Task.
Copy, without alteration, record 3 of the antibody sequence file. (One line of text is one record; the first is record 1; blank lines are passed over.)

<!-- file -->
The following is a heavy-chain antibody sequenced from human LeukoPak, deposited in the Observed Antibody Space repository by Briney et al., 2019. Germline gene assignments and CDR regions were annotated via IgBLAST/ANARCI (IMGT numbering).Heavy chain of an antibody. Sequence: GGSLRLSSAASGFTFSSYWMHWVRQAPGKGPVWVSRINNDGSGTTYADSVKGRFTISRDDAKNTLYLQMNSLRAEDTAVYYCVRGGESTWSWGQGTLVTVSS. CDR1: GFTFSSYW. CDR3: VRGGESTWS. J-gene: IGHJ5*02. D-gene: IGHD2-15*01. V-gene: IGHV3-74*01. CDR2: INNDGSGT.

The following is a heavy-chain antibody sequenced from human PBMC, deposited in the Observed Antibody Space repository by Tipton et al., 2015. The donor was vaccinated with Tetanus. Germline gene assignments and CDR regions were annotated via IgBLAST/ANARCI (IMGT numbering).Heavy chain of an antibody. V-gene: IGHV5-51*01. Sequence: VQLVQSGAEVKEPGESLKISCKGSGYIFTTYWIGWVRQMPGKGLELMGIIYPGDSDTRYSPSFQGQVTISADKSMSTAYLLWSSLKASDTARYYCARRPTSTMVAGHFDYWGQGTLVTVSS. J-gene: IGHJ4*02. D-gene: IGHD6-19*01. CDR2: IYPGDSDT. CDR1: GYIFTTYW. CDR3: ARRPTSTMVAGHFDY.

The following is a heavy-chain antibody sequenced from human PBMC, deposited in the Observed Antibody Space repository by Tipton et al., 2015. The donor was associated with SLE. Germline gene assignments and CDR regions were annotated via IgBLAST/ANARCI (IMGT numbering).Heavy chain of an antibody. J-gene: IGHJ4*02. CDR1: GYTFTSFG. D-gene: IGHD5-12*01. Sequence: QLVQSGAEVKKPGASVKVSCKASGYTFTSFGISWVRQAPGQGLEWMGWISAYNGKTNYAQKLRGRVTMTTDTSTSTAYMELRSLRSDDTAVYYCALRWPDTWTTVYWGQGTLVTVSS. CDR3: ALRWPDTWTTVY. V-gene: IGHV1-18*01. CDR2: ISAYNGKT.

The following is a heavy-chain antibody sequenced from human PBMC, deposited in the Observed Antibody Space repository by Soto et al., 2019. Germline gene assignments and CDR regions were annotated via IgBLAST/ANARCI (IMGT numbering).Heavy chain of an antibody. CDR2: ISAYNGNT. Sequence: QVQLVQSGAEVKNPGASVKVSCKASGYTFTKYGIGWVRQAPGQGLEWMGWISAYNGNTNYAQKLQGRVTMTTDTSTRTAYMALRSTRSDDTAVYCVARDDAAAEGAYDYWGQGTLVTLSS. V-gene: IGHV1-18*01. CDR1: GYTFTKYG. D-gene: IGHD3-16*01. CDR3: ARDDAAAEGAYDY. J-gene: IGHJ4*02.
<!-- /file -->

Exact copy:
The following is a heavy-chain antibody sequenced from human PBMC, deposited in the Observed Antibody Space repository by Tipton et al., 2015. The donor was associated with SLE. Germline gene assignments and CDR regions were annotated via IgBLAST/ANARCI (IMGT numbering).Heavy chain of an antibody. J-gene: IGHJ4*02. CDR1: GYTFTSFG. D-gene: IGHD5-12*01. Sequence: QLVQSGAEVKKPGASVKVSCKASGYTFTSFGISWVRQAPGQGLEWMGWISAYNGKTNYAQKLRGRVTMTTDTSTSTAYMELRSLRSDDTAVYYCALRWPDTWTTVYWGQGTLVTVSS. CDR3: ALRWPDTWTTVY. V-gene: IGHV1-18*01. CDR2: ISAYNGKT.